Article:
New York Library Systems Offer Nationwide Access to Collections | News Bites

Two New York City library systems are opening up their collections to readers across the country; YALSA needs a Pura Belpré award committee volunteer, LitUp writing fellowship is accepting applications, and more in this edition of News Bites.

Two New York City library systems are opening up their collections to readers across the country; YALSA needs a Pura Belpré award committee volunteer, LitUp writing fellowship is accepting applications, and more in this edition of News Bites.

New York systems open collections

In a move to counter rising book banning attempts and make titles available to those who may have lost access, two New York City public library systems are opening their collections to readers across the country.

The New York Public Library (NYPL) partnered with Hachette Book Group, Macmillan Publishers, and Scholastic for its new Books for All campaign. Through the end of May, NYPL is giving readers throughout the United States access to a selection of titles that have been banned or challenged through SimplyE, its free e-reader app. Patrons can access the titles with or without a library card, and there are no waits or fines.

Available titles include Speak by Laurie Halse Anderson, King and the Dragonflies by Kacen Callender, Stamped: Racism, Antiracism, and You by Jason Reynolds and Ibram X. Kendi, and The Catcher in the Rye by J.D. Salinger. Because of library policy with SimplyE, users under the age of 13 only have access to King and the Dragonflies.

Meanwhile, the Brooklyn Public Library (BPL), which is a separate system, is issuing free eCards to teens nationwide to give them unlimited access to its collection as part of its Books UnBanned campaign.

“Access to information is the great promise upon which public libraries were founded,” BPL President and CEO Linda E. Johnson said in a statement announcing the campaign. “We cannot sit idly by while books rejected by a few are removed from the library shelves for all. Books UnBanned will act as an antidote to censorship, offering teens and young adults across the country unlimited access to our extensive collection of ebooks and audiobooks, including those which may be banned in their home libraries.”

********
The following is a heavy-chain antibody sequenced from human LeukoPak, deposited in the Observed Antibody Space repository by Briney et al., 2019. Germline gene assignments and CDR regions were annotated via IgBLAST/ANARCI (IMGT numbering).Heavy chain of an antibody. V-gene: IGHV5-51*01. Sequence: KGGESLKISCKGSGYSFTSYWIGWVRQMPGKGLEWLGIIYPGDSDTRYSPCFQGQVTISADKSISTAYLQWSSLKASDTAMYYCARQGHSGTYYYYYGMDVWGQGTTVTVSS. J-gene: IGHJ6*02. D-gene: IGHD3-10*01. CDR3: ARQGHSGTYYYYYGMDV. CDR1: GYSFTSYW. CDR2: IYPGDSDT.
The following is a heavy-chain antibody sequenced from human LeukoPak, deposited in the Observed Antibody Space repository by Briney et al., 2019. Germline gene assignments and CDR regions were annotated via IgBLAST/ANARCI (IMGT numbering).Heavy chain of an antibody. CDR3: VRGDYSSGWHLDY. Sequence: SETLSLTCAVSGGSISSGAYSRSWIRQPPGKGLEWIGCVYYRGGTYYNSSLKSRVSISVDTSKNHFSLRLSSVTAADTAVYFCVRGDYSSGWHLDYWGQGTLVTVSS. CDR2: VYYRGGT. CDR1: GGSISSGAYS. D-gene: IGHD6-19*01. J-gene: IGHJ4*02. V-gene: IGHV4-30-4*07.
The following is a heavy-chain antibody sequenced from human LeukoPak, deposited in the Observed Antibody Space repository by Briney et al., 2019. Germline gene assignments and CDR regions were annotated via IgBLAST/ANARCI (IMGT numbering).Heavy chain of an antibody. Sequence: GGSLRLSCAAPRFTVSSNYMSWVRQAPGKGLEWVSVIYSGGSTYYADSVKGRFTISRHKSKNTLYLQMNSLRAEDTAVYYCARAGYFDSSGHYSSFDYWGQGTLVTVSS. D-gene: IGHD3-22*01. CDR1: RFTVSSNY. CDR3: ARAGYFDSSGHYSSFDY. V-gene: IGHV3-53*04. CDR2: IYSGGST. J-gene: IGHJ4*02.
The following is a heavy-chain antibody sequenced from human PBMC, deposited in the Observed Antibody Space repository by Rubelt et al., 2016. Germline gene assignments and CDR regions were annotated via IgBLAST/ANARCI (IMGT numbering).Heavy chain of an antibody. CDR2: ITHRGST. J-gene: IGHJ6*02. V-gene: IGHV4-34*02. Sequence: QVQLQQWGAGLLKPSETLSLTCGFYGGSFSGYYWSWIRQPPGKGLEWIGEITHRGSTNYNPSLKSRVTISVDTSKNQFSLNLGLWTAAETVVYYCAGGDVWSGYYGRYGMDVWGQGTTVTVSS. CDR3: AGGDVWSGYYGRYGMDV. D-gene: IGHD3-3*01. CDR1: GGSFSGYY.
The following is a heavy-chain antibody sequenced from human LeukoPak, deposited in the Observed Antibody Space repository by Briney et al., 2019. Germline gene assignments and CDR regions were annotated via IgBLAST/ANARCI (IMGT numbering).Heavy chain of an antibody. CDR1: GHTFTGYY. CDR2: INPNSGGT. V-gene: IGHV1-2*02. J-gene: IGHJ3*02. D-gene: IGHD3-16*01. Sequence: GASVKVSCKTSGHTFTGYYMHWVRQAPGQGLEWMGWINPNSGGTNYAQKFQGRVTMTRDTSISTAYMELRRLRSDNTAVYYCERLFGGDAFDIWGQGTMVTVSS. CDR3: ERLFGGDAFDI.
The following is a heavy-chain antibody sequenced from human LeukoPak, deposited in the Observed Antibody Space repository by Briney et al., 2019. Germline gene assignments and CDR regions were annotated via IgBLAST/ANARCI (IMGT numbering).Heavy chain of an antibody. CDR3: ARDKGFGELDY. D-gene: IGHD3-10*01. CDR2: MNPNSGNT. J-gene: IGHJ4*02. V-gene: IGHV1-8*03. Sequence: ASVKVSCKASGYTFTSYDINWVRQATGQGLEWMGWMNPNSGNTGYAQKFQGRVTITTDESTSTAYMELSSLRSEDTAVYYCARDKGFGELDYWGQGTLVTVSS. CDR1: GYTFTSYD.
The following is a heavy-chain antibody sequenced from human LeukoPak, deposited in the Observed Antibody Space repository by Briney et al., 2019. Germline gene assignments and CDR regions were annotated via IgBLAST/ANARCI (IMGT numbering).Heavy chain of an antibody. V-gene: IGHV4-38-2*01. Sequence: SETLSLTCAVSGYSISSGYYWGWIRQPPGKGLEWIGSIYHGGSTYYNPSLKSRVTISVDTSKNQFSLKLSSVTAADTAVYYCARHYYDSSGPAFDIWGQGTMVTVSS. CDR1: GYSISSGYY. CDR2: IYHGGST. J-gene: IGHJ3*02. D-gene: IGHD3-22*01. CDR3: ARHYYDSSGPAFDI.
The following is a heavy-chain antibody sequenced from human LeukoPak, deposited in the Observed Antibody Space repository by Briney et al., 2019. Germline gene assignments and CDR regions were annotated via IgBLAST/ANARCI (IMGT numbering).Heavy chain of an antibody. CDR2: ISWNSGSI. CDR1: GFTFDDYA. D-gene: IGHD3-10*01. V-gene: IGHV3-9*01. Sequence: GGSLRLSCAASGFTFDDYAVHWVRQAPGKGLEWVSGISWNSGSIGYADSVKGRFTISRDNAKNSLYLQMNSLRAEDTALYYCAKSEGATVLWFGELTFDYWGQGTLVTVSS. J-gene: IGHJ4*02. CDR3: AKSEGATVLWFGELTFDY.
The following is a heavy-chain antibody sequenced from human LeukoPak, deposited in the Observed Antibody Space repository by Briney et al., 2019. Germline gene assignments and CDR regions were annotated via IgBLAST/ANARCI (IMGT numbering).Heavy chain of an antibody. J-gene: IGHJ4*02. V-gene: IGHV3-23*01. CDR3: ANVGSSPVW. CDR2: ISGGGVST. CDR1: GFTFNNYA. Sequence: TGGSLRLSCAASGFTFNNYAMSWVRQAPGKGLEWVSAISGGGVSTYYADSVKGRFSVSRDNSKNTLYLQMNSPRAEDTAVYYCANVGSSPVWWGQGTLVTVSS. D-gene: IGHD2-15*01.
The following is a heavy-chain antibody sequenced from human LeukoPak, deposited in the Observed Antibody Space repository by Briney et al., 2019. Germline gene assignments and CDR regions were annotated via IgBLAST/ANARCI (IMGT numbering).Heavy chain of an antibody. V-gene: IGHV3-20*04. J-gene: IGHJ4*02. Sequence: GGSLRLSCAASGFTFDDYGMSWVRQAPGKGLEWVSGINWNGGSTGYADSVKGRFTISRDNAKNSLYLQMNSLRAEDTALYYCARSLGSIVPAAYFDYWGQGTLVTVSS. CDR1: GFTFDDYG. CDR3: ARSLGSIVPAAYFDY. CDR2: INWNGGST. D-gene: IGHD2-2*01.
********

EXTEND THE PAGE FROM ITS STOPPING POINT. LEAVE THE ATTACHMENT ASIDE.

The card, which will be good for one year, provides access to 350,00 e-books; 200,000 audiobooks and over 100 databases, according to BPL. Teens can also connect with peers in Brooklyn, including members of BPL’s Intellectual Freedom Teen Council, to help one another with information and resources to fight censorship, book recommendations, and the defense of freedom to read.

To apply for the card, teens should email or contact the library through its teen-run Instagram account, @bklynfuture.

In addition, as part of the initiative, the library will make a selection of frequently challenged books available with no holds or wait times for all BPL cardholders. The books include Black Flamingo by Dean Atta, Tomboy by Liz Prince, The Bluest Eye by Toni Morrison, The 1619 Project by Nikole Hannah-Jones, Juliet Takes a Breath by Gabby Rivera, On Earth We’re Briefly Gorgeous by Ocean Vuong, and Lawn Boy by Jonathan Evison.

YALSA seeking member for the 2023 Pura Belpré Award Committee

YALSA is looking for a member to serve on this year’s Pura Belpré Award Committee. This committee is in partnership with the REFORMA and ALSC, so it requires conference attendance at this year’s annual ALA Annual Conference in Washington, DC, the winter conference in New Orleans in January 2023, and Annual Conference 2023 in Chicago. The term began in February 2022 and will conclude in June 2023. If you are a YALSA member who is interested in serving on this committee, please contact YALSA president-elect Franklin Escobedo.